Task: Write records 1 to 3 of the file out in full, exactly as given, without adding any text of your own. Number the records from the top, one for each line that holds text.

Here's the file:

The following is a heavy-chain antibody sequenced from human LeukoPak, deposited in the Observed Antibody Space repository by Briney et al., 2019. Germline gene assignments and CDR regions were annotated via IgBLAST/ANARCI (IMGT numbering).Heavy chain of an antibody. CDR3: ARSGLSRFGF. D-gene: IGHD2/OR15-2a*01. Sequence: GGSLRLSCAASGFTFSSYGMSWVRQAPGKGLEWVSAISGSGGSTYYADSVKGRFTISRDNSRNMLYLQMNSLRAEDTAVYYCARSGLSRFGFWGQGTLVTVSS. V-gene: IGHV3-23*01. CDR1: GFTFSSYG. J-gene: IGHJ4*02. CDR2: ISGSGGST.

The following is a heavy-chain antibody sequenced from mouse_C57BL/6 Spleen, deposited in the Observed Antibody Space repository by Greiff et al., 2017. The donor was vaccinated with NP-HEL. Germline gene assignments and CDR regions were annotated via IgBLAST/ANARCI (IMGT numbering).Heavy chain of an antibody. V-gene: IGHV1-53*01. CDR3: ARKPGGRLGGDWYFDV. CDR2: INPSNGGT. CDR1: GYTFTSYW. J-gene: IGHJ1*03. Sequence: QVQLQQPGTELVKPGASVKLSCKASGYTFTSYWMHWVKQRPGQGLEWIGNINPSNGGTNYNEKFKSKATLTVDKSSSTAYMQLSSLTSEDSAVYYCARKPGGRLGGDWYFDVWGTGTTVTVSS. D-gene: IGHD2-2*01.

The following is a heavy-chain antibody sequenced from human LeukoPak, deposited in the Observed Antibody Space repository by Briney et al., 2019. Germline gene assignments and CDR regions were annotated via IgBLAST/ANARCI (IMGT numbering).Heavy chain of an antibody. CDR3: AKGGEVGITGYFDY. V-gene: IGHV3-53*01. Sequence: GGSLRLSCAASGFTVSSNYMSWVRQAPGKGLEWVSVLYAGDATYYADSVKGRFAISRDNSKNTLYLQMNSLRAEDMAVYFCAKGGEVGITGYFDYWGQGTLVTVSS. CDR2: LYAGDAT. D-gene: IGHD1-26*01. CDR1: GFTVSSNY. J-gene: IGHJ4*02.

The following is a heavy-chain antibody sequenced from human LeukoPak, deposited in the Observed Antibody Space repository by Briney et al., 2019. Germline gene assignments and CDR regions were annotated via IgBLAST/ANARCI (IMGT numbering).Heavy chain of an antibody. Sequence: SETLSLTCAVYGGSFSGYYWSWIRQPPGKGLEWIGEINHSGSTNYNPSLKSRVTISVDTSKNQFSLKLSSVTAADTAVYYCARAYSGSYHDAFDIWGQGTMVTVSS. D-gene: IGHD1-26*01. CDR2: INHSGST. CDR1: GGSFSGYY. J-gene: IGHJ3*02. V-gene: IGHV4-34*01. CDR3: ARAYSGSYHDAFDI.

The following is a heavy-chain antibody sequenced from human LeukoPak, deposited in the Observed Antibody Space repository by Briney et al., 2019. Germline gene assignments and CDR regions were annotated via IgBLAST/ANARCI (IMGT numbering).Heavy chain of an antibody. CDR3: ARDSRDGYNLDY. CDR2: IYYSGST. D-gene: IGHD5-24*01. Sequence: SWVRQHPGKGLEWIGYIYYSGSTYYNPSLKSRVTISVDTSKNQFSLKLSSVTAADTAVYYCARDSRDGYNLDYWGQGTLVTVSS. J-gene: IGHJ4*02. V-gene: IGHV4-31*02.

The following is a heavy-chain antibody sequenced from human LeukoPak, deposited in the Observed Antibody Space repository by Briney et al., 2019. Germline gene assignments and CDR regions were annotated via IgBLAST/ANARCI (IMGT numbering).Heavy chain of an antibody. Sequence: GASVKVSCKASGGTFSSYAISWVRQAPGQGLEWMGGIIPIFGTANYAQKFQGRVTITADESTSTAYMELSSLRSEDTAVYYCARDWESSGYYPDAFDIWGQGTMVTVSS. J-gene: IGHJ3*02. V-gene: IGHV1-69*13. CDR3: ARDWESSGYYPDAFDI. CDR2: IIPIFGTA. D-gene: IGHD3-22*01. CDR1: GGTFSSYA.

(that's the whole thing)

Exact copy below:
The following is a heavy-chain antibody sequenced from human LeukoPak, deposited in the Observed Antibody Space repository by Briney et al., 2019. Germline gene assignments and CDR regions were annotated via IgBLAST/ANARCI (IMGT numbering).Heavy chain of an antibody. CDR3: ARSGLSRFGF. D-gene: IGHD2/OR15-2a*01. Sequence: GGSLRLSCAASGFTFSSYGMSWVRQAPGKGLEWVSAISGSGGSTYYADSVKGRFTISRDNSRNMLYLQMNSLRAEDTAVYYCARSGLSRFGFWGQGTLVTVSS. V-gene: IGHV3-23*01. CDR1: GFTFSSYG. J-gene: IGHJ4*02. CDR2: ISGSGGST.

The following is a heavy-chain antibody sequenced from mouse_C57BL/6 Spleen, deposited in the Observed Antibody Space repository by Greiff et al., 2017. The donor was vaccinated with NP-HEL. Germline gene assignments and CDR regions were annotated via IgBLAST/ANARCI (IMGT numbering).Heavy chain of an antibody. V-gene: IGHV1-53*01. CDR3: ARKPGGRLGGDWYFDV. CDR2: INPSNGGT. CDR1: GYTFTSYW. J-gene: IGHJ1*03. Sequence: QVQLQQPGTELVKPGASVKLSCKASGYTFTSYWMHWVKQRPGQGLEWIGNINPSNGGTNYNEKFKSKATLTVDKSSSTAYMQLSSLTSEDSAVYYCARKPGGRLGGDWYFDVWGTGTTVTVSS. D-gene: IGHD2-2*01.

The following is a heavy-chain antibody sequenced from human LeukoPak, deposited in the Observed Antibody Space repository by Briney et al., 2019. Germline gene assignments and CDR regions were annotated via IgBLAST/ANARCI (IMGT numbering).Heavy chain of an antibody. CDR3: AKGGEVGITGYFDY. V-gene: IGHV3-53*01. Sequence: GGSLRLSCAASGFTVSSNYMSWVRQAPGKGLEWVSVLYAGDATYYADSVKGRFAISRDNSKNTLYLQMNSLRAEDMAVYFCAKGGEVGITGYFDYWGQGTLVTVSS. CDR2: LYAGDAT. D-gene: IGHD1-26*01. CDR1: GFTVSSNY. J-gene: IGHJ4*02.